TAG Heuer is the quintessential gearheads’s watch. Not the Rolex Daytona, Hublot F1 King Power, or IWC Ingenieur (as IWC’s marketing department would now like you to think), but almost any TAG Heuer.

This piece won’t discuss car model-branded watches, as Michael Ballaban wrote about before, but rather watches for the proper car guy who likes to showcase his or her love of cars in general rather than something in particular.

A Brief History

Of course, TAG Heuer did not become TAG Heuer until 1985, when Mansour Ojjeh’s TAG Group bought the company because of the Quartz Watch Crisis of the late 1970s and 1980s, when the Swiss mechanical watch industry took a nosedive because of the cheap quartz watches from Japan. Mansour Ojjeh also happened at the time to own a large stake in McLaren Group, who also races cars in Formula One. The TAG Group also financed the engines (built by Porsche) for McLaren F1 cars from 1983 to 1987. This alone should make TAG Heuer the watch for gearheads. Eventually, TAG Heuer was sold to the LVMH Group, who make Louis Vuitton bags, Moët champagne, and Hennessey cognac, now with some watches thrown in, but don’t let that stop you from thinking of TAG Heuer as a watch for complete tools.

Why You Should Have One


When you wear a Formula 1, Carrera, but especially the Monaco, it is safe to think that you have a gearhead in front of you. (Though a Monaco owner may be trying to live out his Steve McQueen fantasies.) A Daytona owner will probably like cars too, but chances are he doesn’t know how to service them. (The exception is anyone who got their Daytona due to winning the Rolex 24 Hours of Daytona.)

Also, as gearheads, we have an appreciation of all that is mechanical, meaning all TAG Heuers with the exception of the Formula 1 have a proper mechanical movement inside. Is it going to be more accurate than a quartz watch? No. Will it have a countdown timer and tell me the date down to the year? Probably not. But it is a watch that marks people as gearheads and who most of the time are willing to talk about cars.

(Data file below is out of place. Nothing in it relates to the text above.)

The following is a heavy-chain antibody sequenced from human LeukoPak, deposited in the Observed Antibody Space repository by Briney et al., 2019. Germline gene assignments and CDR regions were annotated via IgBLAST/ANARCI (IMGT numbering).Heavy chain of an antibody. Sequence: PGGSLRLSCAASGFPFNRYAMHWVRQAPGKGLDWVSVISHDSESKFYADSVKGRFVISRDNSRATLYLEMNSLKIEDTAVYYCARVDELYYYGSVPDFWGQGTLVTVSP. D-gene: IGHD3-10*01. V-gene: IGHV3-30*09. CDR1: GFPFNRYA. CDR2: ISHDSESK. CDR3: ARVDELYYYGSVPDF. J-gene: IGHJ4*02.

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But here’s the pervasive reason. Numerous racers loved Heuer watches. Enzo Ferrari gave a gold Carrera watch to all of his drivers. Mark Moss over at Calibre 11 has a great article on the numerous F1 drivers who wore Heuer watches from Jo Siffert (who actually sold Heuer watches to other drivers) to Ayrton Senna. Furthermore, even Allan McNish, one of my favorite sports car racers, wears a Carrera (though his compatriot Tom Kristensen is a Rolex Daytona ambassador). (Pictured is Clay Regazzoni with his Heuer Silverstone.)


Even today, TAG Heuer sponsors a lot of motorsports and pushes the envelope with regard to proper chronographs. At Monte Carlo, you can see the TAG Heuer logo all over the track even though Rolex is now the official watch of F1. At this year’s Baselworld, TAG Heuer showed off the MikroPendulumS concept (yes, concept products exist for watches too, especially when they cost as much as a car), whose stopwatch timing is intended to be even more accurate than the race timers, with two tourbillons (one for telling time and one for the stopwatch).

Maybe a reason why not...


One thing I will say is that TAG Heuer has branched out into sunglasses, mobile phones, and clothing accessories. Do not buy any of them. They are a travesty and a waste of money that could be going into a motoring hobby. Frankly, I wonder how much profit actually comes from those products. (Pictured are the Ayrton Senna-branded TAG Heuer sunglasses. As much as most of us like Senna, please don't buy them.)

Overall, a TAG Heuer watch is generally the mark of a true gearhead, and it is something you’ll want to have for the rest of your life. It is something that pays for itself, as I found, and it is nowhere near as expensive as any Rolex or IWC. And you know it’s what the racers wear.


All photos courtesy TAG Heuer and Calibre11. Special thanks to Calibre11 for inspiring this article and doing the research.